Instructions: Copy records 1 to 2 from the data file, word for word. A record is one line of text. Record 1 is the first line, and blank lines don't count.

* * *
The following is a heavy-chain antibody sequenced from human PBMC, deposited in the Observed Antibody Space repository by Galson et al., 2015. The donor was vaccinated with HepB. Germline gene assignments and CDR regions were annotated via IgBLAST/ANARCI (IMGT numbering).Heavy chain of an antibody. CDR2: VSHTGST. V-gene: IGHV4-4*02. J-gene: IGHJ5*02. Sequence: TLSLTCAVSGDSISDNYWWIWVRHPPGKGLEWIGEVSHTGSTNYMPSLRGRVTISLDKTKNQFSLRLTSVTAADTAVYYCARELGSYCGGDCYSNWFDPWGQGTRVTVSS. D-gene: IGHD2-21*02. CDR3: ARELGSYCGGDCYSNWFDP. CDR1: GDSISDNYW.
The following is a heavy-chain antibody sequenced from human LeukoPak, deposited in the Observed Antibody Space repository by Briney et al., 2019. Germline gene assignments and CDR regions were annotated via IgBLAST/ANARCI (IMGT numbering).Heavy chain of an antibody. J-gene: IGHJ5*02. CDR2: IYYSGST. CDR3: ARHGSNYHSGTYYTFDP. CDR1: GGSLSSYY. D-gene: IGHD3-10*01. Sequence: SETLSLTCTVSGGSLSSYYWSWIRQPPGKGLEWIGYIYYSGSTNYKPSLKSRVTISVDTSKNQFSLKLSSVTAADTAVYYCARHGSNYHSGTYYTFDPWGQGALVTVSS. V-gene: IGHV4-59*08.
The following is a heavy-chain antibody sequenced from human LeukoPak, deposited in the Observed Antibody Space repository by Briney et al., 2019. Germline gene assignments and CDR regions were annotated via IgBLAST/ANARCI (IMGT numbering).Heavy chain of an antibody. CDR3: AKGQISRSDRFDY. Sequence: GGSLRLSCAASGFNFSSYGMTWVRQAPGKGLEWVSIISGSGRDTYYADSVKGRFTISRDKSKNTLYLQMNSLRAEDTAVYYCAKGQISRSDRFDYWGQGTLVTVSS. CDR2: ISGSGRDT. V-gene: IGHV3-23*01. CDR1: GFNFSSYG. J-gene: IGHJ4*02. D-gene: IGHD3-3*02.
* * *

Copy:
The following is a heavy-chain antibody sequenced from human PBMC, deposited in the Observed Antibody Space repository by Galson et al., 2015. The donor was vaccinated with HepB. Germline gene assignments and CDR regions were annotated via IgBLAST/ANARCI (IMGT numbering).Heavy chain of an antibody. CDR2: VSHTGST. V-gene: IGHV4-4*02. J-gene: IGHJ5*02. Sequence: TLSLTCAVSGDSISDNYWWIWVRHPPGKGLEWIGEVSHTGSTNYMPSLRGRVTISLDKTKNQFSLRLTSVTAADTAVYYCARELGSYCGGDCYSNWFDPWGQGTRVTVSS. D-gene: IGHD2-21*02. CDR3: ARELGSYCGGDCYSNWFDP. CDR1: GDSISDNYW.
The following is a heavy-chain antibody sequenced from human LeukoPak, deposited in the Observed Antibody Space repository by Briney et al., 2019. Germline gene assignments and CDR regions were annotated via IgBLAST/ANARCI (IMGT numbering).Heavy chain of an antibody. J-gene: IGHJ5*02. CDR2: IYYSGST. CDR3: ARHGSNYHSGTYYTFDP. CDR1: GGSLSSYY. D-gene: IGHD3-10*01. Sequence: SETLSLTCTVSGGSLSSYYWSWIRQPPGKGLEWIGYIYYSGSTNYKPSLKSRVTISVDTSKNQFSLKLSSVTAADTAVYYCARHGSNYHSGTYYTFDPWGQGALVTVSS. V-gene: IGHV4-59*08.